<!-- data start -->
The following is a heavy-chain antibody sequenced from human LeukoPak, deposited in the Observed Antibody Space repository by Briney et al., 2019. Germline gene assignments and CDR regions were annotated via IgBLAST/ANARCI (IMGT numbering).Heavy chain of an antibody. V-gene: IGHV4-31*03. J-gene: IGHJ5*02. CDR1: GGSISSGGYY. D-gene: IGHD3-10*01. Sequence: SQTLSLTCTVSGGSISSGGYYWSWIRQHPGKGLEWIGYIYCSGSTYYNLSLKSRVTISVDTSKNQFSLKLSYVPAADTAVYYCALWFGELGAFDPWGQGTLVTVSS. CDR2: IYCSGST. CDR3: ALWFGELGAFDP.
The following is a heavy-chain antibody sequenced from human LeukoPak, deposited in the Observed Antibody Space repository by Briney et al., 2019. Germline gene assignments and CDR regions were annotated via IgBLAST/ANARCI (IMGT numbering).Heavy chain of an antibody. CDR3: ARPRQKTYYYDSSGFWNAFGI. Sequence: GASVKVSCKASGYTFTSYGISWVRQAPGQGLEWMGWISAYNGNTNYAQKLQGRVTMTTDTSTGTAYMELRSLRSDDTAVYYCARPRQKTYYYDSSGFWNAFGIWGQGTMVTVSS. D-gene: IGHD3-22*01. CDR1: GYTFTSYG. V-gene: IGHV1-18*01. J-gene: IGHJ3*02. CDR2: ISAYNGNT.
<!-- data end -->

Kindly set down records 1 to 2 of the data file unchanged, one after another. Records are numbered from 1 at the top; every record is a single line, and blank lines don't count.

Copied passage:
The following is a heavy-chain antibody sequenced from human LeukoPak, deposited in the Observed Antibody Space repository by Briney et al., 2019. Germline gene assignments and CDR regions were annotated via IgBLAST/ANARCI (IMGT numbering).Heavy chain of an antibody. V-gene: IGHV4-31*03. J-gene: IGHJ5*02. CDR1: GGSISSGGYY. D-gene: IGHD3-10*01. Sequence: SQTLSLTCTVSGGSISSGGYYWSWIRQHPGKGLEWIGYIYCSGSTYYNLSLKSRVTISVDTSKNQFSLKLSYVPAADTAVYYCALWFGELGAFDPWGQGTLVTVSS. CDR2: IYCSGST. CDR3: ALWFGELGAFDP.
The following is a heavy-chain antibody sequenced from human LeukoPak, deposited in the Observed Antibody Space repository by Briney et al., 2019. Germline gene assignments and CDR regions were annotated via IgBLAST/ANARCI (IMGT numbering).Heavy chain of an antibody. CDR3: ARPRQKTYYYDSSGFWNAFGI. Sequence: GASVKVSCKASGYTFTSYGISWVRQAPGQGLEWMGWISAYNGNTNYAQKLQGRVTMTTDTSTGTAYMELRSLRSDDTAVYYCARPRQKTYYYDSSGFWNAFGIWGQGTMVTVSS. D-gene: IGHD3-22*01. CDR1: GYTFTSYG. V-gene: IGHV1-18*01. J-gene: IGHJ3*02. CDR2: ISAYNGNT.